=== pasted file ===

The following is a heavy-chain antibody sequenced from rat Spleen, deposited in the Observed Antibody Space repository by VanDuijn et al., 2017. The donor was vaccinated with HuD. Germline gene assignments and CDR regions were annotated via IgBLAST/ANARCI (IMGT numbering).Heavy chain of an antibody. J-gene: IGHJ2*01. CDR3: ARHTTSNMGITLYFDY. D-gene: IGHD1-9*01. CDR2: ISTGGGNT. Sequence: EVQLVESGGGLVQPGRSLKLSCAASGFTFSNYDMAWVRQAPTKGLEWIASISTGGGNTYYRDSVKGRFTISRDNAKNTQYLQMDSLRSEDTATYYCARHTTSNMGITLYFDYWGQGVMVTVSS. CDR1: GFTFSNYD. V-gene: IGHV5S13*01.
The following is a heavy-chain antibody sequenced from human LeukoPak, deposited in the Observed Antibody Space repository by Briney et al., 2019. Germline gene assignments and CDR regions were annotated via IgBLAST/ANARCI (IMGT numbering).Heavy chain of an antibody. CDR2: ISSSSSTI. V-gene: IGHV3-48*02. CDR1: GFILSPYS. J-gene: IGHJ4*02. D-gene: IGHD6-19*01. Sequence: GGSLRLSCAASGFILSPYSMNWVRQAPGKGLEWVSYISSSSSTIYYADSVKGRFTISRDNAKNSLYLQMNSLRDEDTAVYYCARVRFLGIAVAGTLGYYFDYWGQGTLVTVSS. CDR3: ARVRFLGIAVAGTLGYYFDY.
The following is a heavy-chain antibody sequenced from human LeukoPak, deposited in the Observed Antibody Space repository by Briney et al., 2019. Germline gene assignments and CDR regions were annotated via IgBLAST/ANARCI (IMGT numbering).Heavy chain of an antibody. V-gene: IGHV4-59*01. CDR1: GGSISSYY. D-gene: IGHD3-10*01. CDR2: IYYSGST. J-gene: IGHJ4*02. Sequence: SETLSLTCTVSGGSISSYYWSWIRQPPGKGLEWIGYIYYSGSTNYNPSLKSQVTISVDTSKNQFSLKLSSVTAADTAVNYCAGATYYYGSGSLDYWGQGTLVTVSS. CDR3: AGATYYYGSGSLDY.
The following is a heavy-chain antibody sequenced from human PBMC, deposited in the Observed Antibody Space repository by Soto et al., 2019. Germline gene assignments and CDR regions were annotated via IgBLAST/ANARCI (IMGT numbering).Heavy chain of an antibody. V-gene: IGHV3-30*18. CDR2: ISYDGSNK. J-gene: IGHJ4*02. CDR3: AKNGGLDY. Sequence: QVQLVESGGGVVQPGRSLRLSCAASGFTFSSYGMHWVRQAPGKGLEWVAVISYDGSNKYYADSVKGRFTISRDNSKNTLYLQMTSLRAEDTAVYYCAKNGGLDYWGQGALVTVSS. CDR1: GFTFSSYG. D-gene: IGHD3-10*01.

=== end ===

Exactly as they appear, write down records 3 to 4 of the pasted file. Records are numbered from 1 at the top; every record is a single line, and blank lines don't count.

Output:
The following is a heavy-chain antibody sequenced from human LeukoPak, deposited in the Observed Antibody Space repository by Briney et al., 2019. Germline gene assignments and CDR regions were annotated via IgBLAST/ANARCI (IMGT numbering).Heavy chain of an antibody. V-gene: IGHV4-59*01. CDR1: GGSISSYY. D-gene: IGHD3-10*01. CDR2: IYYSGST. J-gene: IGHJ4*02. Sequence: SETLSLTCTVSGGSISSYYWSWIRQPPGKGLEWIGYIYYSGSTNYNPSLKSQVTISVDTSKNQFSLKLSSVTAADTAVNYCAGATYYYGSGSLDYWGQGTLVTVSS. CDR3: AGATYYYGSGSLDY.
The following is a heavy-chain antibody sequenced from human PBMC, deposited in the Observed Antibody Space repository by Soto et al., 2019. Germline gene assignments and CDR regions were annotated via IgBLAST/ANARCI (IMGT numbering).Heavy chain of an antibody. V-gene: IGHV3-30*18. CDR2: ISYDGSNK. J-gene: IGHJ4*02. CDR3: AKNGGLDY. Sequence: QVQLVESGGGVVQPGRSLRLSCAASGFTFSSYGMHWVRQAPGKGLEWVAVISYDGSNKYYADSVKGRFTISRDNSKNTLYLQMTSLRAEDTAVYYCAKNGGLDYWGQGALVTVSS. CDR1: GFTFSSYG. D-gene: IGHD3-10*01.